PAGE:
Here it is, Labor Day weekend – America’s last great holiday weekend of the summer. A lot of families have planned fun and exciting getaways as they realize they’re not going have many more chances to take those great summer trips that they started planning last winter.  Most families seem to take to  the great open roads of our country in their reliable family cars to get to a final destination close enough to home where a jolly junket can fit into a 3-day weekend.  But, for me, with my really lousy holiday track record, it is just best to act like the whole weekend is like any other weekend (with the exception of a Monday off at the end!). 

In honor of the great American families who, hopefully, are having a blast bonding and driving somewhere they’ve been dying to go, here's a salute to something I can get excited about, like our cars.  One of my friends said she was really surprised that I haven’t written about my unique cars yet in this blog, and encouraged me to do so.  Her reasoning was because we name these cars (that we love) and the stories behind the names are rather light-hearted or even borderline comical.  You see, we treat our cars like most people treat their pets.

People who know me well know that I absolutely despise name-dropping, and that goes as far as the registered, copyrighted names of these vehicles.  Think about it – who hasn’t worked with the obnoxious, “up-and-coming corporate,” schmoozing lackeys who drop names about their possessions or what famous person they’ve met?  They wait until the most people are gathered someplace and then these poor co-workers stand there patiently listening as these boorish individuals say outrageous things.  In an actual conversation, someone once said somethings like, “Well, I was staying at the [insert name of a trendy resort] in Hawaii, wearing my new [insert favorite clothing designer’s name] shoes, and I turned around and met Keanu Reeves!” (As their poor office mates awkwardly stand there and collectively roll their eyes, clearly thinking, “I can’t believe this is happening again!”)  So, that is not the way we’re going to talk about my cars – their personalities transcend name brands, and hopefully, you can get a feel for why they got their names.

The whole “car naming” practice began many years ago when my husband bought a large, American-made pick-up truck from a friend of his late-father’s.  This friend had named the truck “Silver” because when it was new, it was painted in a beautiful silver metallic-flake paint.  Over a few years, the metal-flake finish got very weathered in the sun and wind, so the old friend decided to have the truck re-painted.  It cost more to get a metallic-flake paint than a solid-colored paint, so the friend had the truck painted battleship gray. Despite this, he still called the truck “Silver”.  This friend took as poor care of the repainted finish as he did the original metal-flake finish, and after a few years, the battleship gray color lost its gloss, looking pretty oxidized and chalky-appearing.  About this time in the truck’s history, my husband bought the truck from this friend.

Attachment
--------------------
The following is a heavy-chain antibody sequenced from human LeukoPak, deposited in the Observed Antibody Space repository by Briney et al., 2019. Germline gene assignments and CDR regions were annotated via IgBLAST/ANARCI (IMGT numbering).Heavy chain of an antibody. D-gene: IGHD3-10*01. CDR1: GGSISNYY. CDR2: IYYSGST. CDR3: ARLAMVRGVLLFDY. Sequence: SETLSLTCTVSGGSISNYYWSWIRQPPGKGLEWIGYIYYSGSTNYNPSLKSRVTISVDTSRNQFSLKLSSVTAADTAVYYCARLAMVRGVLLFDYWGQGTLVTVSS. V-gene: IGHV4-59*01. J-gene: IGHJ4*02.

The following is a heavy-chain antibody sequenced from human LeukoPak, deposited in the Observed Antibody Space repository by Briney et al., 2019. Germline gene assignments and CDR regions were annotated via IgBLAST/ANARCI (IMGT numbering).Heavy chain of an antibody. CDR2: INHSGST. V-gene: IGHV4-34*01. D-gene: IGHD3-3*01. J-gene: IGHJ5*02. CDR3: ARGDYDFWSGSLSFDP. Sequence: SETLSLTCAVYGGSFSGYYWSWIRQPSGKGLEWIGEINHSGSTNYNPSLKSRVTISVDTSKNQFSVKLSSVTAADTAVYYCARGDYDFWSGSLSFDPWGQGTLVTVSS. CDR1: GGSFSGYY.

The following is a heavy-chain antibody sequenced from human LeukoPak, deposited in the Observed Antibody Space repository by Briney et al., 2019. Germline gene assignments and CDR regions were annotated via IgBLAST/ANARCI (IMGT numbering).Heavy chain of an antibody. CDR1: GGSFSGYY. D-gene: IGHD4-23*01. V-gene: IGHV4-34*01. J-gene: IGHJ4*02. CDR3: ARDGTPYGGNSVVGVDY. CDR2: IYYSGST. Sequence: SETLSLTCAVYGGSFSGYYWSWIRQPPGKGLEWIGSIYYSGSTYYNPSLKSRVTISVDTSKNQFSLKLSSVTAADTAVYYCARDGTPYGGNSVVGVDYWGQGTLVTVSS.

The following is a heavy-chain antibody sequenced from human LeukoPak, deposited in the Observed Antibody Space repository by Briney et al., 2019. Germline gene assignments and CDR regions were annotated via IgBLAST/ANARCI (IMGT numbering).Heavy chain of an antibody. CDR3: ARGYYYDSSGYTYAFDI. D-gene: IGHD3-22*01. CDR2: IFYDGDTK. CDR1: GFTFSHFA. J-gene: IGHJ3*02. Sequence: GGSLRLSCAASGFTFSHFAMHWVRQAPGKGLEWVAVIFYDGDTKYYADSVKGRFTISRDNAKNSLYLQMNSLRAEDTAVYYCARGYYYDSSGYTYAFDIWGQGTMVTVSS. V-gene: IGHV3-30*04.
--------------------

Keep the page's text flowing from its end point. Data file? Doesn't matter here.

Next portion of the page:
When my husband first brought the truck home, he told me what the truck had been named, and I just kind of looked at it with incredulity considering the truck’s appearance and its name – the two were completely incongruous.  While we were moving from Oklahoma to Arizona, my husband drove “Silver” out west to our new home, and I followed behind in a small sedan.  There were times “Silver” had a really difficult time climbing hills, especially at mountain passes in New Mexico.  Once on the trip when lumbering behind the truck as it struggled up a mountain road, it dawned on me the back of the truck, quite frankly, resembled an elephant’s derriere.  So, I started calling this truck “The Elephant”.  That stuck. 

In Arizona, we had a delightful family living near us, and their young daughters were so cute and so much fun with whom to spend time. I don’t know who were better friends to me– the girls themselves, or their mother.  But calling the truck “The Elephant” just captured their little imaginations and endeared that truck to the girls.  They would ask me, “Can we go for a ride with you in ‘The Elephant’”?  Being a soft-touch for very adorable children, I never said “no” to them!  And the girls acted like riding in “The Elephant” was the greatest thing in the world.  Their dad ALWAYS gave us permission to go for rides in “The Elephant” just so he could have a little peace at home for the 15 to 30 minutes we’d be riding around our community!

We bought another old car from one of my husband’s co-workers, and this car was named “Mary Agnes”.  When we asked why this car had that particular name, the lady who was selling it said that the car sounded just like her domestic partner’s Aunt Mary Agnes.  Sure enough, when we met this partner at a party, she did a perfect imitation of her Aunt coughing like she did each morning trying to get moving for the day, and it sounded exactly like the car trying to start.

But Mary Agnes had a nice, original interior, and she ended up as a donation to the American Cancer Society.  At the time, the Southern Arizona chapter would annually find project cars to fix up and raffle off to raise money.  By having volunteer auto-refurbishers donating their expert services, the ACS could raise more money with a “Classic Car” raffle than selling the cars outright.

Now, we have 5 vehicles because my husband’s love of old cars continued through the years and he started collecting older cars in good shape.  He says that his ambition is to have a collection of old cars and motorcycles like Jay Leno.  (One of his favorite shows to watch on the Internet is “Jay Leno’s Garage”.)  4 of our vehicles have names and he keeps resisting my name suggestions for the fifth vehicle (another gun-metal gray pick-up truck, but this is a small, Japanese-made truck that just keeps going and going). Since it is Japanese-made, I thought it should have a graceful, Zen-like name like “The Heron”, but that is really a hard sell with my husband. I’ve also suggested “The Old Gray Mare” (because she “ain’t what she used to be” as the old song goes), but he likes that name even less.